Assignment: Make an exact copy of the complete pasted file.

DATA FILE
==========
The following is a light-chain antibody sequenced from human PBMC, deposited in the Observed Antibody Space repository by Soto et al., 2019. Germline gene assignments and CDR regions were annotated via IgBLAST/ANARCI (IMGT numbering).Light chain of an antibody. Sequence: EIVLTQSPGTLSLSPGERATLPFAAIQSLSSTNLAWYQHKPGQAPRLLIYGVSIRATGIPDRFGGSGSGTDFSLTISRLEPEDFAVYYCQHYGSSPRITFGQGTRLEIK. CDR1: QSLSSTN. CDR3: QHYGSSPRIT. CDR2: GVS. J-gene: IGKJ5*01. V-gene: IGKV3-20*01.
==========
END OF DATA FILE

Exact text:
The following is a light-chain antibody sequenced from human PBMC, deposited in the Observed Antibody Space repository by Soto et al., 2019. Germline gene assignments and CDR regions were annotated via IgBLAST/ANARCI (IMGT numbering).Light chain of an antibody. Sequence: EIVLTQSPGTLSLSPGERATLPFAAIQSLSSTNLAWYQHKPGQAPRLLIYGVSIRATGIPDRFGGSGSGTDFSLTISRLEPEDFAVYYCQHYGSSPRITFGQGTRLEIK. CDR1: QSLSSTN. CDR3: QHYGSSPRIT. CDR2: GVS. J-gene: IGKJ5*01. V-gene: IGKV3-20*01.